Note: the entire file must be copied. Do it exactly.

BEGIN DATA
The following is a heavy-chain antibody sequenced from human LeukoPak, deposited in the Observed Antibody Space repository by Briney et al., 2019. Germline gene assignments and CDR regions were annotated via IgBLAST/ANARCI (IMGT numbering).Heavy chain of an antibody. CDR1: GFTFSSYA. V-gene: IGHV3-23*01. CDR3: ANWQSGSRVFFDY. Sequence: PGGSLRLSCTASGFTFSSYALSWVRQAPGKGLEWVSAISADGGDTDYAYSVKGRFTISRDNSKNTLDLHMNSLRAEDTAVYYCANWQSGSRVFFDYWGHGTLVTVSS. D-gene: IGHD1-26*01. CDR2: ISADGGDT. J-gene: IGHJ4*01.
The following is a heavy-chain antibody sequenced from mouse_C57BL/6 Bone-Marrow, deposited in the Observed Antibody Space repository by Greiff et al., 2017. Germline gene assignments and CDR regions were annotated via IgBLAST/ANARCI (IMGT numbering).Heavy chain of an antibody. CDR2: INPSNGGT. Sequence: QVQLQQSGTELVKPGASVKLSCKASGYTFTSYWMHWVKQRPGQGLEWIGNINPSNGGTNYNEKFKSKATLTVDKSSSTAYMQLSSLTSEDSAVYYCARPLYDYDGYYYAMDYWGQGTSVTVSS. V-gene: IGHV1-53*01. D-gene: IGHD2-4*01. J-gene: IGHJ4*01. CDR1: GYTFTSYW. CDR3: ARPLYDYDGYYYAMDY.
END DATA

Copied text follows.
The following is a heavy-chain antibody sequenced from human LeukoPak, deposited in the Observed Antibody Space repository by Briney et al., 2019. Germline gene assignments and CDR regions were annotated via IgBLAST/ANARCI (IMGT numbering).Heavy chain of an antibody. CDR1: GFTFSSYA. V-gene: IGHV3-23*01. CDR3: ANWQSGSRVFFDY. Sequence: PGGSLRLSCTASGFTFSSYALSWVRQAPGKGLEWVSAISADGGDTDYAYSVKGRFTISRDNSKNTLDLHMNSLRAEDTAVYYCANWQSGSRVFFDYWGHGTLVTVSS. D-gene: IGHD1-26*01. CDR2: ISADGGDT. J-gene: IGHJ4*01.
The following is a heavy-chain antibody sequenced from mouse_C57BL/6 Bone-Marrow, deposited in the Observed Antibody Space repository by Greiff et al., 2017. Germline gene assignments and CDR regions were annotated via IgBLAST/ANARCI (IMGT numbering).Heavy chain of an antibody. CDR2: INPSNGGT. Sequence: QVQLQQSGTELVKPGASVKLSCKASGYTFTSYWMHWVKQRPGQGLEWIGNINPSNGGTNYNEKFKSKATLTVDKSSSTAYMQLSSLTSEDSAVYYCARPLYDYDGYYYAMDYWGQGTSVTVSS. V-gene: IGHV1-53*01. D-gene: IGHD2-4*01. J-gene: IGHJ4*01. CDR1: GYTFTSYW. CDR3: ARPLYDYDGYYYAMDY.